I'm a glass-half-empty kind of guy,but two recent bits of environmental news threaten to make me uncharacteristically hopeful. Fear not, though: Every ray of sunshine casts a shadow, so I'll be sure to call attention to the dark.
First is the province's announcement that 1,350 hectares of crown land in the Blue Mountain—Birch Cove Lakes area has been given official wilderness protection.
BMBCL is a chunk of undisturbed land the size of the Halifax peninsula just minutes from downtown. It stretches from the back side of the Bayers Lake Industrial Park out to Hammond Plains Road and it includes most of the land between the Bi-Hi and Highway 103.
The new wilderness designation will protect a plethora of environmental and recreational assets, including 22 lakes, nine of which form a canoe loop; habitat for bear and endangered moose; old growth forest stands; rare arctic flora; 150 bird species and the granite outcrop of Blue Mountain itself. From that point you can see east to the harbour bridges and airport, and west to the shores of St. Margaret's Bay.
The hero of this story is a fellow named Chris Miller. Miller grew up in Rockingham, went off to earn a Ph.D. in ecology from the University of Waterloo and returned to work tirelessly with the Canadian Parks and Wilderness Society to protect the area he hiked as a kid.
Let's also credit Mark Parent, the provincial minister for the environment. Past provincial governments had traded away some of the crown land in the BMBCL area for what they considered more valuable property elsewhere. As a result, the traded land was developed into such god-awful suburban nightmares as the Kingswood subdivision off Hammond Plains Road. The new wilderness designation puts a stop to that practice, forever.
The dark shadow: As welcome as the announcement is, the wilderness protection extends westward only so far as a corridor reserved for a future four-lane roadway known as Highway 113. The highway isn't necessary, will only serve to increase the province's greenhouse gas emissions and clips off important habitat that should instead be part of the wilderness area.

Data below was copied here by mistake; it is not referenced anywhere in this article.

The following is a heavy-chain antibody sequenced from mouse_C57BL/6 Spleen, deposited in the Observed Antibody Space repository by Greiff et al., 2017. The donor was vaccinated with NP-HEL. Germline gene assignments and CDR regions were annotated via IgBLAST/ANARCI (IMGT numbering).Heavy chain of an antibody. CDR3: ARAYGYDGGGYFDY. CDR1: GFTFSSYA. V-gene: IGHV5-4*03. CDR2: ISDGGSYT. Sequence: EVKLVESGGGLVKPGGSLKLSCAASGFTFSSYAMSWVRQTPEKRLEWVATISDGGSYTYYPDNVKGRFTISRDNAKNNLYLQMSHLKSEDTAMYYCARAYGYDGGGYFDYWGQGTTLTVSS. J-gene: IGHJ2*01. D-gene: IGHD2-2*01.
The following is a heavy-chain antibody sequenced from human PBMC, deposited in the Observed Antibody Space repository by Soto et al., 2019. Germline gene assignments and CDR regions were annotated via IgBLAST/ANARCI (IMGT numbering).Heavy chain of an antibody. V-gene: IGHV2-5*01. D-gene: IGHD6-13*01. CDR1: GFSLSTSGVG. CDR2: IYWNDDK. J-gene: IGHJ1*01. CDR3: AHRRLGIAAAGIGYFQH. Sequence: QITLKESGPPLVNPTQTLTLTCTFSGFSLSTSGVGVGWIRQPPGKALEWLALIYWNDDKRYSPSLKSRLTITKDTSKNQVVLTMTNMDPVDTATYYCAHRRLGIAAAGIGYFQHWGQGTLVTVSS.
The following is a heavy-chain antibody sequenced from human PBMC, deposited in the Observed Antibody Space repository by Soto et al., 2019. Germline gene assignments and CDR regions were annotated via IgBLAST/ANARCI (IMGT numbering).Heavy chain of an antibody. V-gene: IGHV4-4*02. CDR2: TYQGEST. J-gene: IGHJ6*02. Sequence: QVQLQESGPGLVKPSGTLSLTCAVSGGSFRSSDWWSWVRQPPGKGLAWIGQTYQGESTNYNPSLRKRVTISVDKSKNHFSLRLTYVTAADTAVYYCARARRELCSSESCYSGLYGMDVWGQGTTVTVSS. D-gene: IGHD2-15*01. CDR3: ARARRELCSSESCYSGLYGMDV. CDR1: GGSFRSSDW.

A second bright spot in the otherwise bleak environmental landscape comes from Cape Breton Power, a private company now operating nine wind turbines, which is embarking on what is known as a "hybrid pumped-storage" electrical generation project.
Pumped-storage consists of two reservoirs, at different heights. When electrical power is needed, water flows from the higher reservoir to the lower through a regular hydroelectric turbine, generating electricity. When electricity isn't needed for houses and businesses and such, it's instead used to pump the water back up to the higher reservoir, to be stored for later release through the turbine. Consider the whole thing as a giant battery.
The CBP proposal is a "hybrid" because the "pumping the water back up to the higher reservoir" part is done with wind power, so the entire project is a clean, renewable power source. Moreover, it gets around the intermittent nature of wind power by levelling out the power flow: When the wind blows, excess power is stored for low-wind periods in the higher reservoir.
This will be the first wind- pumped storage hybrid in North America. Luciano Lisi, chief financial officer of CBP, didn't want to release much information before he applied for the various permits necessary for the project. He wouldn't even tell me if he is the very same Luciano Lisi who produced the B-movie favourite Island of the Dead. (I suspect he is.)
Lisi did say that the pumped-storage project would generate about 200 megawatts of electricity annually, comparable to the output of a small coal-fired power plant.
From what I can piece together from various published reports, the project appears to consist of 44 wind turbines placed along Bras d'Or Lake, which serves as the lower reservoir. A hydroelectric plant will be placed at Lake Uist, which is the higher reservoir.
I stress that Lisi wouldn't confirm the configuration I just outlined. He did say, however, that thanks to our strong winds and hilly landscape, the potential for such hybrid pumped storage projects in Nova Scotia is "unlimited: You want 100 of them, we can build 100. You want 1,000, we can build 1,000."
Just a dozen 200-mw projects could supply all the province's electrical needs, making our coal plants completely unnecessary.
The dark shadow: Our provincial renewable energy targets are so low that Lisi can sell only half the project's electricity to Nova Scotia Power. The rest will be sold to New England.
Despite the tremendous potential for clean, renewable power in Nova Scotia, we'll keep burning dirty coal until our political leaders set higher targets.
I think of my inbox as half-full. Emailtimb@thecoast.ca